Western Blue Chip Current Update

May 12, 2022

The states included in the Western Blue Chip Economic Forecast are Arizona, California, Colorado, Idaho, Montana, Nevada, New Mexico, Oregon, Texas, Utah, Washington, and Wyoming.



Along with increases in the prices of energy, food, and automobiles, the costs of housing have soared at a double digit pace in many areas.  Although the year to year inflation rate as measured by the Consumer Price Index dipped a bit (to 8.3%) in April, supply chain kinks and relatively strong consumer demand are expected to keep prices high until monetary policy restraints from the Federal Reserve take hold later this year.  While higher mortgage rates will cool housing markets somewhat from the demand side, supply side restraints on building supplies and labor are likely to restrict new construction.  Meanwhile, the available supply of existing housing is very tight.  According to the recent U. S. Census Bureau housing survey, vacancy rates are at or near record lows as of Q1 2022.

Analysts view the reduced availability of housing as a market response to the foreclosure crisis following the mid-2000 housing boom.  Between 2009 and 2019 the nation experienced a long period of under building, accompanied by falling vacancy rates.  Price pressures from under supply were exacerbated by the pandemic in 2020.  The 0.8% homeowner vacancy rate of Q1 2022 is lower than at any point since 1980.  Similarly, the Q1 2022 rental vacancy rate of 5.8% is the lowest since 1985.


Homeowner and Rental Vacancy Rates in the Western States

State Vacancy Rates Q1 2022
  Homeowner Rental
Arizona 0.6% 6.0%
California 0.5% 3.8%
Colorado 0.3% 3.4%
Idaho 0.3% 3.3%
Montana 0.5% 3.4%
Nevada 0.7% 7.5%
New Mexico 0.7% 5.4%
Oregon 1.1% 6.2%
Texas 0.8% 7.7%
Utah 0.7% 5.0%
Washington 0.4% 4.9%
Wyoming 1.0% 9.2%
United States  0.8% 5.8%

Source: U.S. Census Bureau Housing Vacancy Survey


Among the Western States, Colorado and Idaho had the lowest homeowner vacancy rate in Q1 2022 (0.3%), followed by Washington (0.4%).  Oregon had the highest vacancy rate (1.1%).  Wyoming (1.0%) was the only other Western state with a vacancy above the U.S. rate.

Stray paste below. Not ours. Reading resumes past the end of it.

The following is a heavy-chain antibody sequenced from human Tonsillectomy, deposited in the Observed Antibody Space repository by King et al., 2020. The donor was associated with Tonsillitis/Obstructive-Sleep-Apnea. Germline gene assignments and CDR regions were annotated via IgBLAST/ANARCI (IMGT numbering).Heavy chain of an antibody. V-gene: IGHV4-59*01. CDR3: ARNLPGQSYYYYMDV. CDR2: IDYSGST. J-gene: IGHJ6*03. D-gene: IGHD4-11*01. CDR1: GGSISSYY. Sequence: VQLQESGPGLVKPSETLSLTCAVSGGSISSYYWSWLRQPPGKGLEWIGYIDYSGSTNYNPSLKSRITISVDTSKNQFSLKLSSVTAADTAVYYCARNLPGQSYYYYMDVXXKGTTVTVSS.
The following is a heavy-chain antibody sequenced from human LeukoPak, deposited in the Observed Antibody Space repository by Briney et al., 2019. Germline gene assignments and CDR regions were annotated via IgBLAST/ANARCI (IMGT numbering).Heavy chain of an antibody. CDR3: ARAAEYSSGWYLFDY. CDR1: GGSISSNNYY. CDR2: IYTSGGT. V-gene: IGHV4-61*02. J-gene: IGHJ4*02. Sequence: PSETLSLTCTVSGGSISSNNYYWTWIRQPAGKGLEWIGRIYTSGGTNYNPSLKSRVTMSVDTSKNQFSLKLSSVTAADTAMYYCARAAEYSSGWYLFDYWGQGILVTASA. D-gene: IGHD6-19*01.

The nation’s highest homeowner vacancy rate was in Connecticut (2.3%) while the lowest was Wisconsin (0.1%).

When homeownership is restricted due to high costs of housing or limited inventory for sale, the alternative for shelter is typically a rental arrangement.  Rental housing units are defined by the U. S. Census Bureau to include houses, apartments, or rooms intended for occupancy as separate living quarters, so the concept of rental vacancy is broader than “apartment vacancy” rates as often reported by real estate analysts.

The lowest rental vacancy rate in the Western states was 3.3% in Idaho, a state that also reported the lowest Western homeowner vacancy rate, suggesting housing markets are overall somewhat tight there.  The highest rental vacancy rate among Western states was in Wyoming, at 9.2%, followed by Texas at 7.7%.

Among all states, the highest rental vacancy rate was reported for North Dakota (13.6%) and the lowest was Vermont (2.5%).



“Texas has solid momentum for short-term growth, with the energy sector seeing record new permits and major investments moving forward throughout the state. The state faces the headwinds of inflation, supply chain issues, and workforce challenges, but growth should be sustained for the near future.”

Dr. Ray Perryman, President and CEO,The Perryman Group


“Overall, new home activity is expected to slow down, although permit levels in Southern states will likely remain relatively robust. Rising interest rates, elevated home prices, and possible negative economic headwinds will work against demand. However, these factors should be offset by Texas’ strong population growth from state-to-state migration and wage growth.”

Josh Robeson, Texas A & M